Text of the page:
We need more directors willing to take risks with films like Get Out.
All those cigarettes, and nobody knows how to smoke. Everybody in "200 Cigarettes'' smokes nearly all the time, but none of them show any style or flair with their cigarettes. And the cinematographer doesn't know how to light smoke to make it look great.
He should have studied "Out of the Past'' (1947), the greatest cigarette-smoking movie of all time. The trick, as demonstrated by Jacques Tourneur and his cameraman, Nicholas Musuraca, is to throw a lot of light into the empty space where the characters are going to exhale. When they do, they produce great white clouds of smoke, which express their moods, their personalities and their energy levels. There were guns in "Out of the Past,'' but the real hostility came when Robert Mitchum and Kirk Douglas smoked at each other.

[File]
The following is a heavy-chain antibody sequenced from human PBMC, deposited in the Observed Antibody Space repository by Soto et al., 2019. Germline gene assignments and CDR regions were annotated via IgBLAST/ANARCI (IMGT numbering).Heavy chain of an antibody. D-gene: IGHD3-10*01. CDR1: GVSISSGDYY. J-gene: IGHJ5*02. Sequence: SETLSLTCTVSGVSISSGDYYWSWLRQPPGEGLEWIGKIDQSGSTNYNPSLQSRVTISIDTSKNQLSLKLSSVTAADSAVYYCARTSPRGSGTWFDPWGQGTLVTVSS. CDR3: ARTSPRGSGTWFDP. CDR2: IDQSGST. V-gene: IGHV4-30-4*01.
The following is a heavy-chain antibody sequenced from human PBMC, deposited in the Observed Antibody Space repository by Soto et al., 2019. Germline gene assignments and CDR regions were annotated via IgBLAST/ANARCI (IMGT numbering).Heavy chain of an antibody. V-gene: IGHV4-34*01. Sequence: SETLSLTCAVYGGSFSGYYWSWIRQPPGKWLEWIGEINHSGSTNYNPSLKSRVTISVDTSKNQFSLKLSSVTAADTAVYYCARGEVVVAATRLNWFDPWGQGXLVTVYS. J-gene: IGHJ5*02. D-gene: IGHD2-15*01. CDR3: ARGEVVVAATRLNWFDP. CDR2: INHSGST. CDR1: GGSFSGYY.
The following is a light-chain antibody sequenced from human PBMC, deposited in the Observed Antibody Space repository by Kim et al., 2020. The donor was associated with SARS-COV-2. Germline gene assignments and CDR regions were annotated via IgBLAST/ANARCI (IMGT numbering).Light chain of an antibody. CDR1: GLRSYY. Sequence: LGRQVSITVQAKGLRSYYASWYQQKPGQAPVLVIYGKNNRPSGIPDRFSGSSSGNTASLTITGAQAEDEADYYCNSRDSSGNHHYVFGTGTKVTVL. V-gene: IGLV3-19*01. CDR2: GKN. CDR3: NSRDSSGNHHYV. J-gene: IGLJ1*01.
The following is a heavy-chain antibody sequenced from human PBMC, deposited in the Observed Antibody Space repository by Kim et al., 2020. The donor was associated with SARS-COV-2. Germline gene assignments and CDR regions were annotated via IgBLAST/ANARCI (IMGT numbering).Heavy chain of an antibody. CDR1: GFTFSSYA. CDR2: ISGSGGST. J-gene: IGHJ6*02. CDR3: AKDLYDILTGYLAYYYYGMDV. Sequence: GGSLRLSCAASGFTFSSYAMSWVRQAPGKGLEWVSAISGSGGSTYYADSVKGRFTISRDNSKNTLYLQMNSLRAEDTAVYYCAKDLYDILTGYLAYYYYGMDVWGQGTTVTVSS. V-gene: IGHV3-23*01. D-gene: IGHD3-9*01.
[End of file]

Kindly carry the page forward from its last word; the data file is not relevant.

The cast of "200 Cigarettes'' reads like a roll call of hot talent. They're the kinds of young stars who are on lots of magazine covers and have Web pages devoted to them, and so they know they will live forever, and are immune to the diseases of smoking. I wish them well. But if they must smoke in the movies, can't they at least be great smokers, like my mother was? When she was smoking, you always knew exactly how she felt because of the way she used her cigarette and her hands and the smoke itself as props to help her express herself. She should have been good; she learned from Bette Davis movies.
The stars of "200 Cigarettes,'' on the other hand, belong to the suck-and-blow school of smokeology. They inhale, not too deeply, and exhale, not too convincingly, and they squint in their closeups while smoke curls up from below the screen. Their smoke emerges as small, pale, noxious gray clouds. When Robert Mitchum exhaled at a guy, the guy ducked out of the way.